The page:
Over the years there have been a number of visualisations of Wittgenstein’s Tractatus Logico-Philosophicus. Most of them have made use of the tree structure Wittgenstein imposed on his text. With today’s web-technologies, these representations of the text can be excellent. In this post, however, I present a map of the Tractatus unlike any of these previous experiments.
The picture shows me playing with an interactive representation of all statements in the Tractatus, each represented by an embeddings. Embeddings are vector-representations of meaning. Usually they are created on the level of tokens, but there are ways of aggregating them to higher levels. I took the relatively easy path of averaging the embeddings for all the tokens in the statements. The result should be a map of how strongly the statements are semantically related. The closer two vectors are, the closer the statements are in their meaning, at least that is the idea.
There are a variety of ways to create embeddings, typically making use of artifical neural networks. The Word2vec library made embeddings popular, but I wanted to explore something more cutting-edge for this visualisation. So I used a pretrained-BERT model to create the vectors. BERT is based on the now fashionable transformer networks (see here for a technical explanation).
The embeddings are just vectors, to make them visually accessible I use the online projector tool. For this purpose, the hundreds of dimension of the embeddings are reduced to three. Information included in the embeddings is lost in this process. Hence, what you see is only an approximation of what the embeddings capture.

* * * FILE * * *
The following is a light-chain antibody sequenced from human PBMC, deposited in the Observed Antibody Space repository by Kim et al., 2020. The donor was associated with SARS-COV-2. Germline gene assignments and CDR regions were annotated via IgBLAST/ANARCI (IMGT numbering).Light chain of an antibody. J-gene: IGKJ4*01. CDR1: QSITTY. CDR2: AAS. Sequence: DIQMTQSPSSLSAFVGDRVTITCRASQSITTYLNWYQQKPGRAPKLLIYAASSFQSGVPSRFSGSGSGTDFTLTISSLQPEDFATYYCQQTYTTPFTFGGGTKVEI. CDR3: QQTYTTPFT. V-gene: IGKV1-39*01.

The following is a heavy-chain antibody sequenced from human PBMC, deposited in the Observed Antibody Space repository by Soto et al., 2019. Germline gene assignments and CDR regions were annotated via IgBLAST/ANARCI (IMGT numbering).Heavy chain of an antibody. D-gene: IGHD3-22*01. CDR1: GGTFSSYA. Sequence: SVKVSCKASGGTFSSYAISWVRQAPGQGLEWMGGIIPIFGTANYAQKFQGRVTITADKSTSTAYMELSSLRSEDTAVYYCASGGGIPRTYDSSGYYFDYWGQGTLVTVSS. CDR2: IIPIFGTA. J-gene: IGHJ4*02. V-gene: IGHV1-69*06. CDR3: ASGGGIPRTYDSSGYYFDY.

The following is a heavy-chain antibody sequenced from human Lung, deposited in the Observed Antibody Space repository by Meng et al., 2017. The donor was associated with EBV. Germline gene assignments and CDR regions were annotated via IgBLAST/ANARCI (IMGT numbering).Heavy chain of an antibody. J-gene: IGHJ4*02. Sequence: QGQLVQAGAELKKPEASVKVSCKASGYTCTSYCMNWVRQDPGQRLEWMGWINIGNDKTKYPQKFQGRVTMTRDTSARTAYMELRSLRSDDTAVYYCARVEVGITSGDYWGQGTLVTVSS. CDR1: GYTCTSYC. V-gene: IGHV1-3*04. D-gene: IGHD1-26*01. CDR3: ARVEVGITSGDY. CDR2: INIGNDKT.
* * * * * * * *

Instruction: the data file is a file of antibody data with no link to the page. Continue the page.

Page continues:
In contrast to a visualiation using the tree structure created by Wittgenstein, this approach can reveal something we haven’t been aware of. It can suggest connections no one has noticed before. I am not sure it does, but that it has the potential is exhilarating.
The code is available on github, including the embeddings in the TSV format needed for the projector tool. Just go on the website, upload the two TSV-files and you can explore the tractatus in 3D.
 It is actually a bit trickier than that, because I use information from multiple layers in the neural network to create the token-embeddings.
 While embeddings capture some aspect of the semantic content of a token, they do not represent it entirely faithfully. As so much in machine learning, they are best seen as an approximation that works for certain purposes.
 I avoided putting the text of the Tractatus online, since I am not sure what the copyright situation is. If you want it, email me.
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